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Records show girl was victim of abuse

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By David Giuliani

Jasmine Garcia, the 6-year-old girl killed nearly two weeks ago, lived a short, troubled life, court documents show.

Over the last few years, her parents, Ruby Sanchez, 25, and Michael Garcia, 29, pleaded guilty to a number of crimes, two of which involved Jasmine as the victim.

Las Vegas police have yet to charge anyone in Jasmine’s death. Jasmine, who had recently completed her kindergarten year, was sleeping in her mother’s bed at 304 Union St., when a shot ripped through an outside wall facing the street.

More than six years ago, her father was charged with assault and battery against a household member. He was drinking when he pulled Sanchez’s hair and threw her to the ground, court documents state.

Garcia then allegedly took Jasmine, a baby at the time, and told Sanchez that she wouldn’t see her daughter again. Garcia later pleaded guilty and was sentenced to 120 days in jail.

In October 2003, Garcia was charged with abandonment and abuse of a child, aggravated battery on a household member, aggravated assault and false imprisonment.

According to court documents, Garcia started to abuse Sanchez after he had been drinking. She picked up her 2-year-old daughter — who wasn’t named in a police report but given her age would have to be Jasmine — with the hope that Garcia wouldn’t attack her anymore. He then pushed the two onto a bed, knocking the child out of her hands.

Garcia allegedly threatened to kill Sanchez and the girl. He allegedly choked Sanchez to the point where she went unconscious. The last thing she reportedly remembered was her daughter pleading, “No, Daddy. No, Daddy.” When Sanchez woke up, her 2-year-old told her, “Don’t cry, Mommy.”

The pregnant Sanchez tried to leave with her daughter, but Garcia wouldn’t let them. She finally found a way out and walked to Grand Avenue, but Garcia spotted her and her daughter and told Sanchez he would hurt her. They returned home.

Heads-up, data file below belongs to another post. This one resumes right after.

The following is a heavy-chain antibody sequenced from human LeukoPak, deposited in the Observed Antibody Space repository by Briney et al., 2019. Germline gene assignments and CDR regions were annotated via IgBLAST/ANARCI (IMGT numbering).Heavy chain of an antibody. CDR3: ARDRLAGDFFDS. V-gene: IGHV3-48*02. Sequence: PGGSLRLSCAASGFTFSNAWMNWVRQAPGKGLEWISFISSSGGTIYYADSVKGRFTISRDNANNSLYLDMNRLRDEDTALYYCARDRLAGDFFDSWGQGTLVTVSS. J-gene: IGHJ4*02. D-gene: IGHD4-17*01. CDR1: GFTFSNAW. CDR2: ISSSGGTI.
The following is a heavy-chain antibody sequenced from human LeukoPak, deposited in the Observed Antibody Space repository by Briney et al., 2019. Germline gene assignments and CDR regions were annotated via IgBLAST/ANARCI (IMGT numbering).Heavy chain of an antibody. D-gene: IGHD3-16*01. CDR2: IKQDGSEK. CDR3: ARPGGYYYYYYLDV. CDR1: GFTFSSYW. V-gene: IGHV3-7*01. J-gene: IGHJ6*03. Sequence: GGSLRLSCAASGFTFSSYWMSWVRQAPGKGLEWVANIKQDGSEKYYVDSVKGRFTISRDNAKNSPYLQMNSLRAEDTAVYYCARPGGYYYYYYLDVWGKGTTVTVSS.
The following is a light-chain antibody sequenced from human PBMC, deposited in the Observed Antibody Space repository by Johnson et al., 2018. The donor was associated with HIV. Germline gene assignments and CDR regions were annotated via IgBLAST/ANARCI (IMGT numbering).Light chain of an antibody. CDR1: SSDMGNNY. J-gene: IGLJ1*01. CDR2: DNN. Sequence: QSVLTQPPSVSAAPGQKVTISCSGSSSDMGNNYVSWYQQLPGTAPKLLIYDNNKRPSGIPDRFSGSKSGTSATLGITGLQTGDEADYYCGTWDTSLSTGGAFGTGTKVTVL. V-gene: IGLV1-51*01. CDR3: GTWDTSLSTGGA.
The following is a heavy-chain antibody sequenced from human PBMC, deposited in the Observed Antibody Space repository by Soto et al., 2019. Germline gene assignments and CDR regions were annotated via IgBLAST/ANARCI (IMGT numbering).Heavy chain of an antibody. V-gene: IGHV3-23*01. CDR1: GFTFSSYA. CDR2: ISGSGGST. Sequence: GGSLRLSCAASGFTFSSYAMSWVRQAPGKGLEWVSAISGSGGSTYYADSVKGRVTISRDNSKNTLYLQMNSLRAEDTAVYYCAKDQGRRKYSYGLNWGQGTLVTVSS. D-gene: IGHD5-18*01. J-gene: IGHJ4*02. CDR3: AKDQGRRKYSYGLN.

Garcia later apologized, saying he had a tough life. But he still prevented Sanchez from going to work.

“If you tell anyone, I will kill you and your family,” he allegedly told Sanchez.

She called police later that day. According to court records, Garcia said he had blacked out and didn’t remember much, although he recalled holding Sanchez by the throat at one time.

He was sentenced to three years of probation and was prohibited from being near Garcia’s house. At least a couple of times, he violated his probation; in one instance, a urinalysis showed he had used marijuana. Court documents indicate that he remained on probation.

Last July, the authorities charged Sanchez with four counts of child abuse, trafficking of crack cocaine, possession of drug paraphernalia and tampering with evidence.

In an agreement with the district attorney’s office, Sanchez pleaded guilty to the trafficking charge, with prosecutors dropping the other charges. She was sentenced to five years of probation and ordered to enroll into parenting classes.

According to the facts of the case, during the evening of July 17, 2007, agents from the Region 4 Narcotics Task Force went to Sanchez’s house at 304 Union St. She ran from the kitchen into a bathroom. Police apprehended her and found a plastic baggy of crack cocaine in the bathtub and later discovered the substance also in her bedroom. They also seized items that led them to believe she was trafficking crack cocaine.

There were four children in the house — ranging from 2 to 17, with the oldest being her brother’s child. When children are around a crack cocaine operation, police usually charge suspects with child abuse.

This week, Police Chief Gary Gold said officers aren’t looking at any one suspect in Jasmine’s killing and that the department was following up on all leads. He has said he doesn’t want to comment on whether anyone else was in the bedroom at the time of the killing.

Jasmine’s grandmother, Shirley Sanchez Dimas, has said the girl’s mother, Ruby Sanchez, told her she heard gunfire but initially found nothing until later in the morning.

Also this week, Albuquerque-based Will Ferguson & Associates law firm contributed $8,000 to the Crime Stoppers reward for information leading to the arrest and conviction of the killer. That donation brought the total to $10,000.

Crime Stoppers can be reached at 425-8884.